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Movie Talk: The rise of China Cinema3 min read

30 August 2011 4 min read


Movie Talk: The rise of China Cinema3 min read

Reading Time: 4 minutes

While China becomes increasingly well-known globally as one of the upcoming potential markets for business and commerce alongside India, it’s regrettable that its film industry did not receive the same amount of morale boost.

One of the primary reasons may be attributed to the fact that the arts are always sidelined by the sciences, since the focus of the current times are that of capitalism and economic progress, both of which rely on scientific achievements to oil their advancement.

However, much as the common man may choose to deny it, films are the heart and soul of life that reflects the current moods of the times. Hidden within the frames of celluloid lies the significance of the common man – his life, trials and tribulations, struggles and achievements. Within films lie the realisations of dreams – the hopes of Man.

Films are not to be regarded as a form of escapism but a channel where we develop our aspirations in thoughts and fulfill them through sheer will. Films inspire us to dream while the insights they inculcate in us drive us into action. This is the true essence of films, regardless of genres – although art house films do have a much larger influence in this aspect.

China cinema – like Asian cinema-  is probably facing a bleak predicament as the world scrambles to embrace scientific monuments by stepping over the remnants of the art arena.

Nevertheless, there are many China directors who made their marks with films of significance, and Zhang Yimou remains as one of the more prominent ones. His films have often been said to carry themes reflecting the inner strength of the Chinese and to many, his often lavish use of colours in movies such as “Raise the Red Lantern” (1991), “Hero” (2002), “House of Flying Daggers” (2004) and “Curse of the Golden Flower” (2006) has nevertheless earned him an reputation as a director gifted with an excellent artistic control of both content and aesthetics feel of films.

Other upcoming directors include Feng Xiaogang who impresses us with “Aftershock” (2010) revolving around a touching story, as well as Chen Kaige who combines two talents Leslie Cheung and Gong Li together in the masterpiece “Farewell my Concubine (1993)”.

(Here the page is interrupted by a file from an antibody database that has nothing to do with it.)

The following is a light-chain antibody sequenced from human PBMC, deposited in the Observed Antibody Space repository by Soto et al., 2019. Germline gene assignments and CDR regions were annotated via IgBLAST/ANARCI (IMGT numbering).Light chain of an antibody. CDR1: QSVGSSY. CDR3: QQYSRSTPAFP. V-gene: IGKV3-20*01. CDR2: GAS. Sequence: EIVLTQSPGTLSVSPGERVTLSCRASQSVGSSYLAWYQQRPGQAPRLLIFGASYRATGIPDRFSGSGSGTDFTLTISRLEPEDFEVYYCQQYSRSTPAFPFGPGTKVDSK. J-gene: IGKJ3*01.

It’s also interesting to note that there are some directors who started as actors, such as Jiang Wen who have acted in films that includes “The Soong Sisters” (1997) and mroe recently, in “The Lost Bladesman” (2011) while still directing films at the same time (“Let the bullets fly” (2010), which have won rave reviews from audience worldwide, is directed by him).

When it comes to Asian Cinema, films from China seldom comes to mind. Instead, it’s films from Taiwan, Japan, Hong Kong and Korea that are prominent. This is not surprising, considering that films from these countries have built up an international appeal.

This does not imply that global audiences are not able to appreciate the beauty of China films but rather, the marketing outreach of China films can be further enhanced by increased promotion and publicity. That the film “Let the bullets fly” has received great reviews is a strong testament of the success of China films.

However, the inclusion of overseas talents in the production should be worth a mention . Employing an international chinese cast in movies is not a new creation but such a practice usually brings result, and is a practical formula to ensure box office success.

Ultimately, we have to face the fact that economic profitability drives the direction of the film industry but there should  lie – somewhere along the veins of the film industry – the potential of it taking off along the less travelled paths of creativity, a path driven not so much by revenue but by ingenuity.

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